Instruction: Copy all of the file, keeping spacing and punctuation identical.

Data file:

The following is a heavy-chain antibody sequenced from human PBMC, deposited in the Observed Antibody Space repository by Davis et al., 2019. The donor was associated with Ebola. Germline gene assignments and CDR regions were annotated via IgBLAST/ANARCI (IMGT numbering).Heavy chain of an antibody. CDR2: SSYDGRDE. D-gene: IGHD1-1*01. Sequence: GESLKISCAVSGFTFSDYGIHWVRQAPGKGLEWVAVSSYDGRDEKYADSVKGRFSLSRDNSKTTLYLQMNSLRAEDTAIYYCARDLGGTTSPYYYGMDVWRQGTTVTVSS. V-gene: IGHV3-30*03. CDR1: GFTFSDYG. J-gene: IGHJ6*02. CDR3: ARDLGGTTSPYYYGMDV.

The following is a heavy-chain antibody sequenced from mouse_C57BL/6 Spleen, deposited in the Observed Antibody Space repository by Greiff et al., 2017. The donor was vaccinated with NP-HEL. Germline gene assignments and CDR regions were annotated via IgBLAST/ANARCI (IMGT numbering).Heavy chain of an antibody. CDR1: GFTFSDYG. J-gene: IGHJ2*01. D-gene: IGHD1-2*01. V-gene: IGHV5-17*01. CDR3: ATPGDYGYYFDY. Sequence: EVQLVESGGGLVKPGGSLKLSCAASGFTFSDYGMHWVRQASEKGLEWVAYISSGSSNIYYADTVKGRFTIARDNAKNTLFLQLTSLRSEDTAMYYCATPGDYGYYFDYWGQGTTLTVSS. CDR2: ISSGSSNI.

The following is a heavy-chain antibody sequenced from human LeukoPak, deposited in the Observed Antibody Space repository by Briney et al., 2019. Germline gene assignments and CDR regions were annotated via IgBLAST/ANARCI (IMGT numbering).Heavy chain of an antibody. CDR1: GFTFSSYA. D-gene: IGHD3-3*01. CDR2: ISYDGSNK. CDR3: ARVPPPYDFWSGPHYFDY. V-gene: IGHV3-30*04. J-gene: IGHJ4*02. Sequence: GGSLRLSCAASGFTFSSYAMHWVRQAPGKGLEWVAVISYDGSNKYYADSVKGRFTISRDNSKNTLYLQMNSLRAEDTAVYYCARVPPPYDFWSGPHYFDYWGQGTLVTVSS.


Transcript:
The following is a heavy-chain antibody sequenced from human PBMC, deposited in the Observed Antibody Space repository by Davis et al., 2019. The donor was associated with Ebola. Germline gene assignments and CDR regions were annotated via IgBLAST/ANARCI (IMGT numbering).Heavy chain of an antibody. CDR2: SSYDGRDE. D-gene: IGHD1-1*01. Sequence: GESLKISCAVSGFTFSDYGIHWVRQAPGKGLEWVAVSSYDGRDEKYADSVKGRFSLSRDNSKTTLYLQMNSLRAEDTAIYYCARDLGGTTSPYYYGMDVWRQGTTVTVSS. V-gene: IGHV3-30*03. CDR1: GFTFSDYG. J-gene: IGHJ6*02. CDR3: ARDLGGTTSPYYYGMDV.

The following is a heavy-chain antibody sequenced from mouse_C57BL/6 Spleen, deposited in the Observed Antibody Space repository by Greiff et al., 2017. The donor was vaccinated with NP-HEL. Germline gene assignments and CDR regions were annotated via IgBLAST/ANARCI (IMGT numbering).Heavy chain of an antibody. CDR1: GFTFSDYG. J-gene: IGHJ2*01. D-gene: IGHD1-2*01. V-gene: IGHV5-17*01. CDR3: ATPGDYGYYFDY. Sequence: EVQLVESGGGLVKPGGSLKLSCAASGFTFSDYGMHWVRQASEKGLEWVAYISSGSSNIYYADTVKGRFTIARDNAKNTLFLQLTSLRSEDTAMYYCATPGDYGYYFDYWGQGTTLTVSS. CDR2: ISSGSSNI.

The following is a heavy-chain antibody sequenced from human LeukoPak, deposited in the Observed Antibody Space repository by Briney et al., 2019. Germline gene assignments and CDR regions were annotated via IgBLAST/ANARCI (IMGT numbering).Heavy chain of an antibody. CDR1: GFTFSSYA. D-gene: IGHD3-3*01. CDR2: ISYDGSNK. CDR3: ARVPPPYDFWSGPHYFDY. V-gene: IGHV3-30*04. J-gene: IGHJ4*02. Sequence: GGSLRLSCAASGFTFSSYAMHWVRQAPGKGLEWVAVISYDGSNKYYADSVKGRFTISRDNSKNTLYLQMNSLRAEDTAVYYCARVPPPYDFWSGPHYFDYWGQGTLVTVSS.